Ali Ahmed Al Kuwari, CEO of Es’hailSat tells The Edge that Es’hailSat may look outside the MENA region in the future as it seeks to build a sustainable company.

When will the Es’hail 2 be launched? And what are your expansion plans for the long term?

We recently released request for proposals for our second satellite Es’hail 2, and I expect to place a contract in the summer. As well as procuring the satellite, the launch and the launch insurance ourselves, we will need to build the satellite control centre at our dedicated site north of Doha.

“As well as procuring the satellite, to launch it ourselves we will need to build the satellite control centre at our dedicated site north of Doha”.

The satellite will be ‘flown’ from there by our own staff, and the same facility will also be used to transmit television channels and other traffic to the satellite, again managed by our own staff. This is a key part of our vision: to provide a secure, independent satellite system to meet the needs of Qatari stakeholders and others well into the future.

Es’hail 2 will be another multi-mission satellite. The headline service is a further 24 Ku-band transponders for TV broadcasting with the high level of security that we already provide on Es’hail 1. There are also payloads for government communications, and an amateur satellite payload – the first time the amateur radio community will ever have had a payload dedicated to them on a geostationary satellite – that will enable direct connections from Brazil to India and from Norway to South Africa.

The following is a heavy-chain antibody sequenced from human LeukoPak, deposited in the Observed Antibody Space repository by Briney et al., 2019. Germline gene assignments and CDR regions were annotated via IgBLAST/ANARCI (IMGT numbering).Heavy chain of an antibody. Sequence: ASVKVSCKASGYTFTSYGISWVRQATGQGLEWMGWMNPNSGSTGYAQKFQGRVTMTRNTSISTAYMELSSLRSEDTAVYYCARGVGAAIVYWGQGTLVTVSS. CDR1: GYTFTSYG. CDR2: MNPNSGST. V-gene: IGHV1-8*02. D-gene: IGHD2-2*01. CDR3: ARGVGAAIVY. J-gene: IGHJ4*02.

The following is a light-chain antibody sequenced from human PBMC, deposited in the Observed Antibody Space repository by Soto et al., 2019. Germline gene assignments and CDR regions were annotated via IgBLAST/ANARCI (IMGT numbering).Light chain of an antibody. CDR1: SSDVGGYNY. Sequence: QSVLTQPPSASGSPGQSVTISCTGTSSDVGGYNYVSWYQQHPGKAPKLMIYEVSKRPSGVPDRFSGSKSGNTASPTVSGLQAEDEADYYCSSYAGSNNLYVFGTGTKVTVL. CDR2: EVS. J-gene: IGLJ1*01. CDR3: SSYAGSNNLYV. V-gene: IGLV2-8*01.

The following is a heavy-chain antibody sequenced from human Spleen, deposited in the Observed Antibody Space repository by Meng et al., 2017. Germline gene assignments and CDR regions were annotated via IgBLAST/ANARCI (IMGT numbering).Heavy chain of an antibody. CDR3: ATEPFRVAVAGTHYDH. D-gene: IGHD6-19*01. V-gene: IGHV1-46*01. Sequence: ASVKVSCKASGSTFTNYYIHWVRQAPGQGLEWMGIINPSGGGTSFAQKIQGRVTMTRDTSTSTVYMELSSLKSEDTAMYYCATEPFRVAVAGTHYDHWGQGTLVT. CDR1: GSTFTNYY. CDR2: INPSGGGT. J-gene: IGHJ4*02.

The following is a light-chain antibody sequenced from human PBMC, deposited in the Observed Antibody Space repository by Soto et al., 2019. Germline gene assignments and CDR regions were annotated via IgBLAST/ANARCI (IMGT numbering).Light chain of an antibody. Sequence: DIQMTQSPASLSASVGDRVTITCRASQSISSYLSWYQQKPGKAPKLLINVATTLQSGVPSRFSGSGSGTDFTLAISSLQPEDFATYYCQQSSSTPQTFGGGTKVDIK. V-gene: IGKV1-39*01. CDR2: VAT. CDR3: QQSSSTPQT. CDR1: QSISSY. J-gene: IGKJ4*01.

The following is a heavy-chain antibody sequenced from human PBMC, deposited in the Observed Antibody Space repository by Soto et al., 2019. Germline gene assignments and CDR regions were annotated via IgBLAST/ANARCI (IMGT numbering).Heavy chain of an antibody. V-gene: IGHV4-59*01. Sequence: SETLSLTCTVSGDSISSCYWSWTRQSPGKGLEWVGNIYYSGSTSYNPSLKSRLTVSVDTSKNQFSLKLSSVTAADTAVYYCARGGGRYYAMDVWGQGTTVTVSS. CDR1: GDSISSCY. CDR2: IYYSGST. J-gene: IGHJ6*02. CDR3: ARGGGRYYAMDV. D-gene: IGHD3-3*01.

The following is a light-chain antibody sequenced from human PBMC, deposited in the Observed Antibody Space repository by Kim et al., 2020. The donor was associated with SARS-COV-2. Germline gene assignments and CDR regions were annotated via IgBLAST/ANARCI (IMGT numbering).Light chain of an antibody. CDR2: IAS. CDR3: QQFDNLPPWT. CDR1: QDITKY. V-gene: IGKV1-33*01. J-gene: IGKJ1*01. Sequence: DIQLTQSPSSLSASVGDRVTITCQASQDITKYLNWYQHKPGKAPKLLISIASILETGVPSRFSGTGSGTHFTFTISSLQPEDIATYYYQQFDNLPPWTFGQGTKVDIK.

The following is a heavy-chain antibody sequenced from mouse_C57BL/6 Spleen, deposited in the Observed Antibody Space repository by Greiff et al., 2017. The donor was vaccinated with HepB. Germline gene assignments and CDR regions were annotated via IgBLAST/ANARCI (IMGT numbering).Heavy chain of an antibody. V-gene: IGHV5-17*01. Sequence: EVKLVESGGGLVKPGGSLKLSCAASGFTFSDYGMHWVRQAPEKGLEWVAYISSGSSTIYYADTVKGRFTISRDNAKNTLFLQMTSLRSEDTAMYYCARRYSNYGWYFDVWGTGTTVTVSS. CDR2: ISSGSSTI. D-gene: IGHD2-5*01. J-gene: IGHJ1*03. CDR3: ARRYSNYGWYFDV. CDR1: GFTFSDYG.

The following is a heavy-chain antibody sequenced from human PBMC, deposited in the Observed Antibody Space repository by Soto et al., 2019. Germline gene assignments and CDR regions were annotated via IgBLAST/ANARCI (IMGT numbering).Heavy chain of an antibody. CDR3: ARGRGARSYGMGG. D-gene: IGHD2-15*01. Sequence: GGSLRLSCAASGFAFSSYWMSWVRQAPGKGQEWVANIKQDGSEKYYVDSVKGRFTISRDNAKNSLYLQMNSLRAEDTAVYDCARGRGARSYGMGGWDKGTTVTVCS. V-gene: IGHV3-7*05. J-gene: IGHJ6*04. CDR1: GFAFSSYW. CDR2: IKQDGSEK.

Is the goal to become a profitable business or serve the long-term strategic interests of Qatar?

The Qatar Satellite Company has to go through two phases - to fulfill the strategic objectives of the State of Qatar and secondly, to grow commercially.  

Can you talk to us about the direct-to-home market? What is the demand and competition like in the region? Is there room for another player such as Es’hailSat?

We continue to see robust growth both in demand and in supply to fulfill that demand, which is a picture you will find in many parts of the world. 

Es’hailSat was formed with the goal of providing independent and high quality services. That is how we will stay competitive - by providing the highest quality of services at the best market price.

Competition is good. There are four companies in the Middle East that own and operate satellites - Es’hailSat, Arabsat, Nilesat and Yahsat. Then there are other satellite operators based elsewhere in the world whose satellites also cover the Middle East including Intelsat in Washington, SES in Luxembourg, Eutelsat in Paris and other smaller ones. It is a competitive picture but that is how it is in every region of the world. No satellite operator ‘owns’ a market by virtue of their geographical location.

“It is a competitive picture, but that is how it is in every region of the world, no satellite operator ‘owns’ a market by virtue of their geographical location.”

How has fast fibre to home (FFTH) impacted the DTH market for satellite companies?